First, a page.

Let’s face it: with the stakes and pace of business these days, getting people to focus on etiquette can seem hopelessly old-fashioned. Wasn’t digital age titan Steve Jobs infamously rude – he of the brutal appraisals and two-word emails? Aren’t businesspeople supposed to project power, not niceness? Hasn’t technology changed the rules so much that they’re not worth following anymore?
It’s an understandable perspective to have, especially for those on the outside looking in. But here’s the thing: it’s just plain wrong. In real life, people don’t do business by screaming obscenities into their phones. That’s a caricature meant to make the whole thing seem more exciting – the TV version. And this is not the correct way to be a successful business. What business is really about, ever-changing technologies notwithstanding, is relationships: cultivating them, maintaining them, and building on them. And the only way to do that is to treat people with respect.
Here are a few ways to make sure you’re doing business right:
1. Faces trump phones.
Probably the biggest and most common lapse in etiquette nowadays is checking your phone when you’re in a face-to-face meeting. It’s hugely disruptive and yet widely practiced, and it’s the kind of thing that could be solved with a simple etiquette lesson. Pay attention to the person you’re with, and leave the messages for later. For some, it’s a near-manic tic that has to be nipped in the bud.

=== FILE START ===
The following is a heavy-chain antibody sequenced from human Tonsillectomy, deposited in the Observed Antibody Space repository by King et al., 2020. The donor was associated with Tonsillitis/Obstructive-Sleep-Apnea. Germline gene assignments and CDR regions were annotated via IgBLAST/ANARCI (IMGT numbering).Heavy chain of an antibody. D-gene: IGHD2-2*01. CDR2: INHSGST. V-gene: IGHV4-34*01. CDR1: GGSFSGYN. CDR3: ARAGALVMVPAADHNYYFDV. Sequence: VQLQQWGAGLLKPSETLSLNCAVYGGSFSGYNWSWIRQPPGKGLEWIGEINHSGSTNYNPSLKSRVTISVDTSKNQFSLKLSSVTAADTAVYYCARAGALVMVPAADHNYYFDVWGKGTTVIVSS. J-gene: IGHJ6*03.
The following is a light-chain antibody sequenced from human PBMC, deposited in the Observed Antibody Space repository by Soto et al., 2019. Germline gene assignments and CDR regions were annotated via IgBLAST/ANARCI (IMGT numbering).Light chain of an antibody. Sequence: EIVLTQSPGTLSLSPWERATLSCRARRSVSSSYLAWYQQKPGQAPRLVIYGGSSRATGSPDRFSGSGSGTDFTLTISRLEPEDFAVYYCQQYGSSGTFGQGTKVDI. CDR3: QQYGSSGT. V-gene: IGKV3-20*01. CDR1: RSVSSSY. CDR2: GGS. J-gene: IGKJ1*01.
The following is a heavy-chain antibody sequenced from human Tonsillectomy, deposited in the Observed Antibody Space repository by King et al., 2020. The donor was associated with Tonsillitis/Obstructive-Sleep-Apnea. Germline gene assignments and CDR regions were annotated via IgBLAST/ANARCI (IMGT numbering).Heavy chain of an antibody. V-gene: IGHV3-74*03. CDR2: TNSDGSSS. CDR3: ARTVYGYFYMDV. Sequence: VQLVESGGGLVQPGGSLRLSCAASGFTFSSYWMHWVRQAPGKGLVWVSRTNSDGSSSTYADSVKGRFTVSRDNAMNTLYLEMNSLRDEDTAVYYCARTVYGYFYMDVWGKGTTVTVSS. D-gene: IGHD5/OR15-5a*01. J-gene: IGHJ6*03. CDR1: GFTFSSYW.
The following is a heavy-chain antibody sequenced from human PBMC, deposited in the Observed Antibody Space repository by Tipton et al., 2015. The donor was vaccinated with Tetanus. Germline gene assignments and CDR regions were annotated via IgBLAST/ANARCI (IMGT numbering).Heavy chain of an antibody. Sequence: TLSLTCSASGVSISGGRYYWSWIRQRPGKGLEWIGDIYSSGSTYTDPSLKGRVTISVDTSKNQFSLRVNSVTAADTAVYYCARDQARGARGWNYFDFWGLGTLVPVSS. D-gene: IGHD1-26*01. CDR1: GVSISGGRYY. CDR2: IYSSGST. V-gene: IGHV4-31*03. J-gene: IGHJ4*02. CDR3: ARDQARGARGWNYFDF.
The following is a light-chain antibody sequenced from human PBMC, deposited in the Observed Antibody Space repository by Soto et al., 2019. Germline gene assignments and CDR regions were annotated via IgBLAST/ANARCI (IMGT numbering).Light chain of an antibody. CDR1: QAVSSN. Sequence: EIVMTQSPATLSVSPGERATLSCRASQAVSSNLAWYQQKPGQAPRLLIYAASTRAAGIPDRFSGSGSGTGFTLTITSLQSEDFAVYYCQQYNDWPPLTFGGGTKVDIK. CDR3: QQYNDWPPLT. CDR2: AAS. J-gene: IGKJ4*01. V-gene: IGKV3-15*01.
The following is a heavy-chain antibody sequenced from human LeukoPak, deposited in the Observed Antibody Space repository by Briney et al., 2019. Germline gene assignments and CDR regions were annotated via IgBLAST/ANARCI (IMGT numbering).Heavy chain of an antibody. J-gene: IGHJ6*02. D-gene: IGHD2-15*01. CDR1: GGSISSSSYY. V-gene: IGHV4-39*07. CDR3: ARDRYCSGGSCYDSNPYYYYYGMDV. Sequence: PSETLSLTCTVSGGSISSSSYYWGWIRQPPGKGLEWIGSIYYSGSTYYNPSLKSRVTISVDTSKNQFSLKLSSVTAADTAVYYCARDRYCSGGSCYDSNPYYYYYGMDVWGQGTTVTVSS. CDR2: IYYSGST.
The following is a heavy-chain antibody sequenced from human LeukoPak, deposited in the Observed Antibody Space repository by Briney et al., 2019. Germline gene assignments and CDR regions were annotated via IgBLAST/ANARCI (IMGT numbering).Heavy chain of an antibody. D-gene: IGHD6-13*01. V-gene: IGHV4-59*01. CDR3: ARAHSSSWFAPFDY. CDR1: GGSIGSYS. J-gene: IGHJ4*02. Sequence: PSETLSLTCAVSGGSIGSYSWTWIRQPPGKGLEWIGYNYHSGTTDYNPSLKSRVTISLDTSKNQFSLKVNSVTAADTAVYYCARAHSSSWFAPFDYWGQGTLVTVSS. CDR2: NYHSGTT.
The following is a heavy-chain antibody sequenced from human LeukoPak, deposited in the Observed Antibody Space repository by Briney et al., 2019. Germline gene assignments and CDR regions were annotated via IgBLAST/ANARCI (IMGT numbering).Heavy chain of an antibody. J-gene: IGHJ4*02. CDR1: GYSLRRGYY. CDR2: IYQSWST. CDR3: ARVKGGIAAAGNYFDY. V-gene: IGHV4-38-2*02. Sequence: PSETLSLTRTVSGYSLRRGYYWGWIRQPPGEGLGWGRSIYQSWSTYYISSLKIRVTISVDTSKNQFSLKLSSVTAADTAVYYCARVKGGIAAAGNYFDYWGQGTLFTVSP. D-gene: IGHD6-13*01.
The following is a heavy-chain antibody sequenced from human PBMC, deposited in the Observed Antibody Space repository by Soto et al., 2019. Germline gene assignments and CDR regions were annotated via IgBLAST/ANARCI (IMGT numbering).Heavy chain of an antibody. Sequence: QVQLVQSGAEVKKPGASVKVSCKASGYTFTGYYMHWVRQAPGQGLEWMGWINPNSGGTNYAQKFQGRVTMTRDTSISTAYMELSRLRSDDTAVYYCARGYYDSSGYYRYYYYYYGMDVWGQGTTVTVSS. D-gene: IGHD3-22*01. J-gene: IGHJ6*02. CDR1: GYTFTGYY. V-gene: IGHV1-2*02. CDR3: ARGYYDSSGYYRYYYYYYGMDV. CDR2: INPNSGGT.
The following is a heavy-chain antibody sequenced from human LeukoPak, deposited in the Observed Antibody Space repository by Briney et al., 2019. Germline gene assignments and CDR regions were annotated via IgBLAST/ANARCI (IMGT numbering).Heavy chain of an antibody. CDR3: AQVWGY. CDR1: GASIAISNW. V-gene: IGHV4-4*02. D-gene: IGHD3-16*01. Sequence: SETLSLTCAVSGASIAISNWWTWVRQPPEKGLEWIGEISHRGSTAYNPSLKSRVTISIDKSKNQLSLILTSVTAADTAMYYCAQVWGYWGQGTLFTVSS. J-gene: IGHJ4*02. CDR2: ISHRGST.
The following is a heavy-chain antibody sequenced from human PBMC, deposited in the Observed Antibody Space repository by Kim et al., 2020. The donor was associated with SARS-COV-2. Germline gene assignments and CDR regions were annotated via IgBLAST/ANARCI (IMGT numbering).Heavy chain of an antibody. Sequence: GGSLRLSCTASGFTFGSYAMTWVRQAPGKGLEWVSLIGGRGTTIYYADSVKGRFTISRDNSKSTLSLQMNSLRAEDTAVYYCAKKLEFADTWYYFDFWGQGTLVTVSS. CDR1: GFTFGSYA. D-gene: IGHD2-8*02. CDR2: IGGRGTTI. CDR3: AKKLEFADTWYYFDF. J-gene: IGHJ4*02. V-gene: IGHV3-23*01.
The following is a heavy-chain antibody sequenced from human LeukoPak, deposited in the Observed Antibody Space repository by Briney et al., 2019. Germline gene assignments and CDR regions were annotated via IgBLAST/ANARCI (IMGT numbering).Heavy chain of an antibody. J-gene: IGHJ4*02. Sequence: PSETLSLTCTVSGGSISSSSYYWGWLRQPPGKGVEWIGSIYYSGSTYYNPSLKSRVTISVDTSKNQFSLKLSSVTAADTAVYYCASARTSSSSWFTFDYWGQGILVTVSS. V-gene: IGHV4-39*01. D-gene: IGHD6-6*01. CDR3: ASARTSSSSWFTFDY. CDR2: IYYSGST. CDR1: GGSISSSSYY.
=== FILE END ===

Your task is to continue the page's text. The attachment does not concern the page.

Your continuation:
2. Emails represent you – write them with care.
Because we write so many of these, we tend to think it’s okay to cut corners. But soon enough, all the corners are cut, and you end up sounding like a texting tween. Pay attention to how you write your emails: How you say what you say says a lot about you.
3. Reply the way you were contacted.
It’s a simple rule, but a good one: Return a phone call with a phone call, a text with a text, an email with an email. Communication stays smooth, and you’re showing respect for your correspondent by accepting what works best for them.
4. More is more.
Given just how easy it is to shoot an email or send a tweet, people expect more in the way of quantity than they used to. It’s the way to show you value the relationship. There’s obviously such a thing as going overboard, but in a general sense, try to stay on people’s minds – and let them know they’re on yours.
5. Be concise.
For all the emphasis on well-heeled communication, it’s important to remember not to waste people’s time. Long-winded messages are a surefire way to get you de-prioritized. Tell them what they need to know, and no more: they’ll listen more carefully that way – and they’ll keep listening.